When assessing and managing talent risk and preparing for knowledge transfer, we work to uncover data like who’s the expert, how many employees do we have that are capable of that work, how many employees do we have that are learning that work, and whether it’s at risk. If it’s at risk, is it a high priority? The Knowledge Silo Matrix (KSM), Step One in our 3-Step Process, gives leaders a place to represent the data so that they can show it to their peers, to their employees, to their bosses.
Alignment comes when two or more leaders meet to compare their data with each other and have to agree (or disagree) on whether they mean the same thing when they say “at risk,” whether they agree on who is the expert, whether they agree on who owns which silo (area of expertise), whether they agree on borrowed/shared resources, etc.
I’ve been in several of these meetings in the last few weeks and the outcomes have been very interesting. Let me set the stage. Usually it’ll be a set of managers who own the KSMs for their teams. Each manager might have 10-15 employees and contractors working for them. They might have 10 to 15 silos, sometimes more. The meeting includes their boss, who’s often a director, or maybe even a vice president comes.
During the meeting, each manager stands up and gets five minutes to introduce their KSM. They say, “This is my matrix. These are my silos. These are my people. These are my risks. This is how I’m prioritizing my risks.”
They can present the entire concept in less than five minutes. Everyone else is a peer in the organization so they understand exactly what they’re looking at and listening to. They understand enough about the business for the vocabulary to make sense and move quickly. And they all have opinions!
Immediately, they start asking with questions.
- “How come you have five purples (experts setting the standard)? How can you get to consistency if you have five purples?
- How come that new hire is yellow in everything? Can a person really learn everything at the same time?
- How come person A and person B have the same profile, and one of them is at risk, and the other one’s not?
- How come you’re on the matrix, and you’re purple in everything, but you’re not marked at risk? Why are you treating yourself differently than the other experts who are on there?
- You’ve prioritized silo #1 at risk. Why did you do that instead of silo #2?
- You have a resource on your matrix that does not report to you. She reports to me. How is it that she’s working for you if she reports to me?”
- You have silos on your matrix that are not your job anymore. They’re mine. Why don’t you stop working in that silo?
Those questions are incredibly illuminating because the answers are often a word or a sentence; shorthand flies around. In the next five minutes (ten minutes total per KSM), the manager answers most or all of those questions. Then, the data is adjusted real time.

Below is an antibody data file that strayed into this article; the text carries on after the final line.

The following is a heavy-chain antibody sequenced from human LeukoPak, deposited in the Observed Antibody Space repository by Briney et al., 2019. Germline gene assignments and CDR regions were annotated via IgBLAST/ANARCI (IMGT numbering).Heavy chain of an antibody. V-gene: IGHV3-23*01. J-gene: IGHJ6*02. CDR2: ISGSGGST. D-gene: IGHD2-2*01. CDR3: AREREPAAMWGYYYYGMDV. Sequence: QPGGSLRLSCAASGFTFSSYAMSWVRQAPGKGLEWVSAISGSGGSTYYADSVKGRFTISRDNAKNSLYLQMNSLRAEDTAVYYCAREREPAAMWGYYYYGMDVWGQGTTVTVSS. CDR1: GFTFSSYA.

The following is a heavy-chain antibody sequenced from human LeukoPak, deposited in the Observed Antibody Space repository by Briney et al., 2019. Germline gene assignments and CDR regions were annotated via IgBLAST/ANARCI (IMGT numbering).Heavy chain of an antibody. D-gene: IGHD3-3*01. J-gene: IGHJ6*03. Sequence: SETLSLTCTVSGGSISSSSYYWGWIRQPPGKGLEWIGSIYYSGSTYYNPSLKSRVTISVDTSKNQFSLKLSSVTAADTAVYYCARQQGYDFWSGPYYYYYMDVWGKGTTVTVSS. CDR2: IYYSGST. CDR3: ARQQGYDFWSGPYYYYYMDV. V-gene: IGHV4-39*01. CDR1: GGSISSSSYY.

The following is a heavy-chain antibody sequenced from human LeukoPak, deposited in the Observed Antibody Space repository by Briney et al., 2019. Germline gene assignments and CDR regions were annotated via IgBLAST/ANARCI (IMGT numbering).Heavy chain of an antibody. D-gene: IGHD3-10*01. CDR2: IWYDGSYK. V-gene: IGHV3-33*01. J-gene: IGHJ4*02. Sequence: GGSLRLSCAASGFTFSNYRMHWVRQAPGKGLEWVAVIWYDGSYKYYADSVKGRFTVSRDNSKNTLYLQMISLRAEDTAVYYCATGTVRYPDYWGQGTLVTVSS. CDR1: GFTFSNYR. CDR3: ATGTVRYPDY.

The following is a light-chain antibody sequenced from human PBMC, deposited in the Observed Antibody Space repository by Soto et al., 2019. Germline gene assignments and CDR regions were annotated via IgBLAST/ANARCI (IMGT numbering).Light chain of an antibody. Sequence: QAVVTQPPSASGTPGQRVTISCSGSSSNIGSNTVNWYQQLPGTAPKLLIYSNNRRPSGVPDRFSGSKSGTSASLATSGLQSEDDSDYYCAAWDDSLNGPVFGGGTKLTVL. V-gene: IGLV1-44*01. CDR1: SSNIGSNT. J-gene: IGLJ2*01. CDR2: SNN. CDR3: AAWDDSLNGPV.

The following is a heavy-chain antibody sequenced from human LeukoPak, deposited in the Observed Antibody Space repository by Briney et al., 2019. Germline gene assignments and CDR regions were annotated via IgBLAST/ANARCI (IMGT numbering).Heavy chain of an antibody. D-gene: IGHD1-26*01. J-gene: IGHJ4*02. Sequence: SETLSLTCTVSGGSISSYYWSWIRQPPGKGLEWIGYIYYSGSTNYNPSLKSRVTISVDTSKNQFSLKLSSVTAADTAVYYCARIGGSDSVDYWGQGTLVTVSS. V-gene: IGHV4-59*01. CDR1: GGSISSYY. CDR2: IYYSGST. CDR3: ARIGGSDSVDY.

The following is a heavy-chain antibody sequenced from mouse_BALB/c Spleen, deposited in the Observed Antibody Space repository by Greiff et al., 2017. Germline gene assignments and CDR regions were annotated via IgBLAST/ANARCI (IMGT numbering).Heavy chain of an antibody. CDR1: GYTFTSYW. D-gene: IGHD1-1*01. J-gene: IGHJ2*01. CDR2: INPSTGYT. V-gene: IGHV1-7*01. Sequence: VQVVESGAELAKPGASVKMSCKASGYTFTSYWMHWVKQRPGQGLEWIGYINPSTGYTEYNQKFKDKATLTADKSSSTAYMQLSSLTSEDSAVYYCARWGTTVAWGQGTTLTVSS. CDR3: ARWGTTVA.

In some instances, they uncover real disconnects that can’t be solved in five minutes. That creates the opportunity for a follow-up meeting that’s targeted around getting clarity and alignment around a very specific problem that surfaced through this dialogue.
Most of the time, ten minutes per KSM is more than enough. The presentation is delivered. It’s received. Questions are asked and answered. Alignment is achieved, and we can go on to the next KSM. In ten minutes per manager (covering five to six managers in an hour) the presentations can be made, and discussed, and move forward.
During these meetings they often uncover reasons for their employees’ long-time frustrations. This moment of clarity recently happened at one of our clients. A new director, hired only two months earlier at her company, sat through the KSM alignment presentations for her teams. She saw that one person showed up on five matrices. That means she was working for five different managers at the same time. Her new director had heard the woman was exhausted and that everybody thought of her as a bottleneck, but she didn’t know why. This explained it in living color. The Director dropped her head on the table and she declared, “No wonder!” Then, she stood up and she pointed at four of the five managers (four of whom had “borrowed“ her). She said, “Anna is dead to you. She does not work for you. She will not be doing anything for any of you until we figure out what her priorities are. Take her off your matrix, and then come talk to me, and we’ll figure out what to do about that.”
The new director told me later that she’d learned more in 1 1/2 hours about who her team was and what they’re doing than in the last two months trying to get her head wrapped around this organization.
Another side benefit for this new director was that later that month when she got her headcount allocation for the new fiscal year, her team of five managers was aligned on where the single new resource would be assigned. No fighting for that lone resource was required because everyone agreed at the outset.
Summary: Alignment provides the opportunity to get really clear about what your people are doing, gives a vocabulary for prioritizing risk reduction, for noticing overlaps and disconnects. And, if you have the opportunity for new headcount allocation, the data shows where the headcount belongs.